North America is home to three apex species of the world’s largest terrestrial carnivore. That’s right, as outdoorsmen, let’s talk about what keeps me up at night… Bears. I have trekked from New Mexico up through northern Ontario and I don’t remember many nights I didn’t hang a bear bag or make sure my tent was upwind of my kitchen. These guys are fierce and so I thought I would give you just a brief background on the three we see in the US and Canada.
The American Black Bear (Ursus Americanus) is the most prolific in North America. Chances are if there is a bear in your camp, this is the guy (or cow). Unless you’re in Prince Edward Island or 10 US states, the rest of the US and Canada has them. They are black, but they can vary in color from dark black, to light brown and even white at times. They continue to expand their swath of land taking over areas where Grizzly Bears once laid claim, now numbering approximately 900,000 and are “Secure” as a species, although some subspecies, such as the Louisiana black bear, are protected as “threatened” under the U.S. Endangered Species Act. In Ohio where I am from, there is still a tight window of hunting season for them, but truly they are almost non-existent in the state anymore except near the PA boarder. Check your state or province for any specifics on bow or gun season.
Grizzly Bears (Ursa Arctos) are much fewer in number than the brown bear and are relegated really to the Northern Rocky Mountain Range starting with the northern US states that boarder Canada through the arctic circle. Also known as the American Brown Bear, they are much larger in size than their cousins the black bear. Grizzly’s include the sub-species of Kodiak Bears (Ursus arctos middendorffi) which are found only in the remote islands of Alaska and have remained unchanged since the last Ice Age. They are giants in the brown bear world the largest weighing in at around 1,500 pounds compared to the the 500-800 Grizzly.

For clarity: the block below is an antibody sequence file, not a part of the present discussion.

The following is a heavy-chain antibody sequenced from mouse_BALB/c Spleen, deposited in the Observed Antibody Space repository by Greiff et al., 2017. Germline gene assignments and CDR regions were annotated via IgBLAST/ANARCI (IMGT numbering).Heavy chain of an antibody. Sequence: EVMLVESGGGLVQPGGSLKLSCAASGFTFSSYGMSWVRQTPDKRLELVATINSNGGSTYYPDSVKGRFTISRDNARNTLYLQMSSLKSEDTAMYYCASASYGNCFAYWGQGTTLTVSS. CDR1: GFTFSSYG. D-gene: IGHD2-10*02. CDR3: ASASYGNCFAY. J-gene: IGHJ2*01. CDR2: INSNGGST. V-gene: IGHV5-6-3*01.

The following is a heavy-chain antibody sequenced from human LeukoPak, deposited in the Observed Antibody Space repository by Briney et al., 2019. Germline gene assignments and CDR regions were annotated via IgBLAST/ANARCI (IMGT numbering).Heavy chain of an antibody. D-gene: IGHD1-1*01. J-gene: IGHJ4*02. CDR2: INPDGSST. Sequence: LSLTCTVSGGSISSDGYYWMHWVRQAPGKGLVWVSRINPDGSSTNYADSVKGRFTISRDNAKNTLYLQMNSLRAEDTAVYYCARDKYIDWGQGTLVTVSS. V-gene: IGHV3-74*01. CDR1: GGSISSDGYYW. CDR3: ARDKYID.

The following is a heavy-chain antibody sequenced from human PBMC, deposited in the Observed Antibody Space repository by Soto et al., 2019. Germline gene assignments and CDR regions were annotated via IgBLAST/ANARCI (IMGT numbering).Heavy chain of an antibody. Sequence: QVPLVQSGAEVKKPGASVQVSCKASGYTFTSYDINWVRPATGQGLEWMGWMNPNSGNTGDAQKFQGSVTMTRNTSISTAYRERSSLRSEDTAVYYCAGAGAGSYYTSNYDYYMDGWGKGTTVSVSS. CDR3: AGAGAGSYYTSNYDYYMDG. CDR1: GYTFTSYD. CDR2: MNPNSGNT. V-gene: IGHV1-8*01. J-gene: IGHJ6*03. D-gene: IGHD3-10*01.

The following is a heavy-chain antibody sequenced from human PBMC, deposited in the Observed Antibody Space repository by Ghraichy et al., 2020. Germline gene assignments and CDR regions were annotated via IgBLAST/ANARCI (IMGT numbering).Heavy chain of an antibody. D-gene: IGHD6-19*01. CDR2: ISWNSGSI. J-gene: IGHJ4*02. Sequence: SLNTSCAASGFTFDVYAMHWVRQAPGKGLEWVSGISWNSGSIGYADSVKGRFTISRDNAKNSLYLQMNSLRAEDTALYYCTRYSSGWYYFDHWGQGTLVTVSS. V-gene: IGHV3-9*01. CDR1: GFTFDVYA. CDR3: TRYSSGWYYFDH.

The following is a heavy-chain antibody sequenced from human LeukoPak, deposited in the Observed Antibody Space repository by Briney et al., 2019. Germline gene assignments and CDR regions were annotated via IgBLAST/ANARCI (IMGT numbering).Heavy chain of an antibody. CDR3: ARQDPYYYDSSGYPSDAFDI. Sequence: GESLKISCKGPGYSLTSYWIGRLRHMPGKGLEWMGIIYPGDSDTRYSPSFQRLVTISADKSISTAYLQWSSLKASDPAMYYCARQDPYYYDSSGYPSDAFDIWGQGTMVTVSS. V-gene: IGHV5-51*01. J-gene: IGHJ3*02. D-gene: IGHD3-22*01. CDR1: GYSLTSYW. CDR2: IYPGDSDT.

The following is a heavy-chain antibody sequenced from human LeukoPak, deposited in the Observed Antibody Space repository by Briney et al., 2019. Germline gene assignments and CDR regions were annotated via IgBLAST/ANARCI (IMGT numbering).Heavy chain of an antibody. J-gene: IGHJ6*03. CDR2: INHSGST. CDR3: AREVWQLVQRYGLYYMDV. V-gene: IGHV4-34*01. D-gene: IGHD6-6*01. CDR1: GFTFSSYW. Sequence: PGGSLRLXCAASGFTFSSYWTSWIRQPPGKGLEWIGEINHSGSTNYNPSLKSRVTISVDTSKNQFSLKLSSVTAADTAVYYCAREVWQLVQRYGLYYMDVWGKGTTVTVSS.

The Polar Bear (Ursa maritimus) retains more of its original habitat than any other remaining large carnivore. Approximately 25,000 polar bears live in the northern regions of Canada, Alaska, Russia, Norway and Greenland. It is classified as the largest hyper-carnivorous mammal as it feed almost exclusively off the seal population. Hunting from the edge of ice flows in the Arctic, its scientific name maritimus is latin for ‘maritime’ hinting at the fact you’re not likely to see this guy unless you like swimming in Arctic temperatures.
Needless to say, as a outdoorsman in the United States, chances are the guy stealing your dinner is the North American Black Bear.